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Guildford plans to tackles declining swift numbers with 10 metre tower

3 minute read
Guildford plans to tackles declining swift numbers with 10 metre tower

Published at 3:28pm 17th May 2019. (Updated at 9:20am 18th May 2019)

A 10 metre tower could be installed in Shalford to tackle declining numbers of swifts in the area.

It would be put up in the car park and recreation ground on the junction of Kings Road and Chinthurst Lane.

The nesting tower will allow up to 56 pairs of birds to breed and has been designed to look like a piece of artwork.
The repeating vertical elements echo Romanian sculptor Brancusi’s ‘Endless Column’ sculpture which is considered to be one of the great works of the 20th century, according to council papers.

The proposal has also been designed to identify with the local rural vernacular of barns, mills, silos and other rural industry.

The sequence of shapes is also related to organic forms like seed pods and ears of wheat. The proposed materials would include cedar shingle for the external cladding and a powder coated metal pole in a neutral colour.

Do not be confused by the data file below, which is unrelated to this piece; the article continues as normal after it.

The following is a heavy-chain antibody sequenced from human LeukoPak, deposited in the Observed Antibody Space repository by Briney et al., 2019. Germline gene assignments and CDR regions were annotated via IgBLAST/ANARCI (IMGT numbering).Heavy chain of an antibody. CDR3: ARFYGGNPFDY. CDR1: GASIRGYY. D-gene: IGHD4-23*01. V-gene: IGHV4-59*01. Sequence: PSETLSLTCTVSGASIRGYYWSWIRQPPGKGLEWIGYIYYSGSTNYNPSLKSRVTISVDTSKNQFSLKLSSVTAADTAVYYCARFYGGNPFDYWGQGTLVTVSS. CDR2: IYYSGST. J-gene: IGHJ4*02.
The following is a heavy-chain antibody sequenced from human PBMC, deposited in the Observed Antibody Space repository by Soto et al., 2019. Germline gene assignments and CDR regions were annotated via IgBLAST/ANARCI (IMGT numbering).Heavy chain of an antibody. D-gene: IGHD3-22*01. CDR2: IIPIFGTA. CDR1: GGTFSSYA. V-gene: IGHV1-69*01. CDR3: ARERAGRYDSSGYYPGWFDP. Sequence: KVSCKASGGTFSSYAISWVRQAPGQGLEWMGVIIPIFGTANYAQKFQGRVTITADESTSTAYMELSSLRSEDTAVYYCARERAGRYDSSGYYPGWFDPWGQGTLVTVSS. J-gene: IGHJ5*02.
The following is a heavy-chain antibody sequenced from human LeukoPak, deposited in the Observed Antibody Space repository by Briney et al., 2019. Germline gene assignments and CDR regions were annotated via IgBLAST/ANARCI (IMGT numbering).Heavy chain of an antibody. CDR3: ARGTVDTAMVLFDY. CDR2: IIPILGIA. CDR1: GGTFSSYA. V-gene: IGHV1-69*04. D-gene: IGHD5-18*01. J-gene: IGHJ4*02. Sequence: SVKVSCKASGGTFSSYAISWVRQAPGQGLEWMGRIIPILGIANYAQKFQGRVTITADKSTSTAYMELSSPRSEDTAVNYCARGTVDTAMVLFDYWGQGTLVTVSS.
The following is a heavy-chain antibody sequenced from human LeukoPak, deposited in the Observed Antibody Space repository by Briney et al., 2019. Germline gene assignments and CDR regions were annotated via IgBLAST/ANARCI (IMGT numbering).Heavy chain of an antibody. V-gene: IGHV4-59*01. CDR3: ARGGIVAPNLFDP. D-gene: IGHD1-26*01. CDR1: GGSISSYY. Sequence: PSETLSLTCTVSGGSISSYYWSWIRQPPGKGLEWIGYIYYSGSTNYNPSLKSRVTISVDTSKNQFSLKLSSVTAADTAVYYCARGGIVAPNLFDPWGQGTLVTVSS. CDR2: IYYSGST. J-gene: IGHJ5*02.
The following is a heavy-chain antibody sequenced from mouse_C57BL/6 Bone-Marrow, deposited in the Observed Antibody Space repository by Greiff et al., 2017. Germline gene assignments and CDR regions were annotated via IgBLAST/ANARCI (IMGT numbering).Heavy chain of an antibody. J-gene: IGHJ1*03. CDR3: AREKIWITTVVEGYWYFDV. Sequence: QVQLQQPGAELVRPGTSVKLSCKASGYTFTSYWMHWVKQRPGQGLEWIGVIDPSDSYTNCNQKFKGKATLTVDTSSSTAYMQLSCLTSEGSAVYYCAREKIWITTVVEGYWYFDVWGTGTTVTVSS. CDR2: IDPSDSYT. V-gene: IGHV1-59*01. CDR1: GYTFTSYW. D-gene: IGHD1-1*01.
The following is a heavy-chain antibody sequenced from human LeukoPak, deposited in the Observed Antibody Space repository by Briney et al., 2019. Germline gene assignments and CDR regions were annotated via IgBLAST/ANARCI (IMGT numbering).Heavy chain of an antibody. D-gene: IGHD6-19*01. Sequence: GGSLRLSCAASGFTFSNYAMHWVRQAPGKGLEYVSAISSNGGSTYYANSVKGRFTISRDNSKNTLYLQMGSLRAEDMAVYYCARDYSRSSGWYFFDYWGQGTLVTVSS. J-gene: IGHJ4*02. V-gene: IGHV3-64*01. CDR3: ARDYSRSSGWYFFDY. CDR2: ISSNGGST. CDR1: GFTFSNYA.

Shalford has a small population of swifts, according to a report to be presented to councillors on GBC planning panel at its meeting on Wednesday, June 22.

Swift Nesting Tower.

They are most noticeable during summer months and are the fastest bird in level flight and the longest migratory flight of any bird species, say council officers.

But as a species they are massively in decline with RSPB figures showing a 53% decrease in breeding numbers in the UK between 1995 and 2016.

The charity says this is partly down to a loss of nest sites and has now put swifts on a conservation rating status as an amber listed species.

The papers prepared for planning approval for the nesting tower state:

“The loss of nest sites is partly responsible for this decline, the birds return to the same spot each year to breed and with the tendency to seal up buildings during renovation or knock them down their nesting places are being destroyed and therefore they return to find their nest site is gone or access is blocked and they will then not nest again.”

The proposed tower would provide a secure and long-lasting nesting space for the swifts.

Swifts are often confused with swallows and martins. They are dark, sooty brown all over, but often look black against the sky.

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